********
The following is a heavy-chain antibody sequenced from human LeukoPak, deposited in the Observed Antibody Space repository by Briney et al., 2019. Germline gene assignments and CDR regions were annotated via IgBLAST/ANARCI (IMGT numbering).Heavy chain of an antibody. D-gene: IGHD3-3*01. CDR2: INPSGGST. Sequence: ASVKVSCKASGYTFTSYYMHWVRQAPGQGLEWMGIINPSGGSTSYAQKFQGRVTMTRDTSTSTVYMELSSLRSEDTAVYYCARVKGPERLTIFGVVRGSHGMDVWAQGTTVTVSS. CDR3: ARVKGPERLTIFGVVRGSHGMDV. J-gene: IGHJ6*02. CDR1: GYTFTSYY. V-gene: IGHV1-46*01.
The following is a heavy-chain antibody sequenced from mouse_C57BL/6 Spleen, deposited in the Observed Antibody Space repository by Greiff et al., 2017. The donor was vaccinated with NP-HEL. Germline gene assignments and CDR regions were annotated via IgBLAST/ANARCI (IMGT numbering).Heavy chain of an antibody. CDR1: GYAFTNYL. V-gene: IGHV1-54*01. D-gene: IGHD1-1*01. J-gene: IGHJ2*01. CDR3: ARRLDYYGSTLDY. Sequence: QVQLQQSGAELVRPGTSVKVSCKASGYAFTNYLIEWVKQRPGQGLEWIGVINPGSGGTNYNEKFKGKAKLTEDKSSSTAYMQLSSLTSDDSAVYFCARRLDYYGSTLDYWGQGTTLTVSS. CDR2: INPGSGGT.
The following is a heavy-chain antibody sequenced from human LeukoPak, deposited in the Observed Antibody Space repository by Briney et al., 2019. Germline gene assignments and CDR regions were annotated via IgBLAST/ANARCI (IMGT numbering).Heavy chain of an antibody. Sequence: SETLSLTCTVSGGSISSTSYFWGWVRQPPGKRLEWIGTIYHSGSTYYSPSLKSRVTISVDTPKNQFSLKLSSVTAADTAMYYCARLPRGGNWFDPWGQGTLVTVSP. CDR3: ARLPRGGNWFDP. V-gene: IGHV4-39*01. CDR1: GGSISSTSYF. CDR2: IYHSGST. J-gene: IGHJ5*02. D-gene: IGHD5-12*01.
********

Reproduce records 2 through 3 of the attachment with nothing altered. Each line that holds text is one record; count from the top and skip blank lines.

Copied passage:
The following is a heavy-chain antibody sequenced from mouse_C57BL/6 Spleen, deposited in the Observed Antibody Space repository by Greiff et al., 2017. The donor was vaccinated with NP-HEL. Germline gene assignments and CDR regions were annotated via IgBLAST/ANARCI (IMGT numbering).Heavy chain of an antibody. CDR1: GYAFTNYL. V-gene: IGHV1-54*01. D-gene: IGHD1-1*01. J-gene: IGHJ2*01. CDR3: ARRLDYYGSTLDY. Sequence: QVQLQQSGAELVRPGTSVKVSCKASGYAFTNYLIEWVKQRPGQGLEWIGVINPGSGGTNYNEKFKGKAKLTEDKSSSTAYMQLSSLTSDDSAVYFCARRLDYYGSTLDYWGQGTTLTVSS. CDR2: INPGSGGT.
The following is a heavy-chain antibody sequenced from human LeukoPak, deposited in the Observed Antibody Space repository by Briney et al., 2019. Germline gene assignments and CDR regions were annotated via IgBLAST/ANARCI (IMGT numbering).Heavy chain of an antibody. Sequence: SETLSLTCTVSGGSISSTSYFWGWVRQPPGKRLEWIGTIYHSGSTYYSPSLKSRVTISVDTPKNQFSLKLSSVTAADTAMYYCARLPRGGNWFDPWGQGTLVTVSP. CDR3: ARLPRGGNWFDP. V-gene: IGHV4-39*01. CDR1: GGSISSTSYF. CDR2: IYHSGST. J-gene: IGHJ5*02. D-gene: IGHD5-12*01.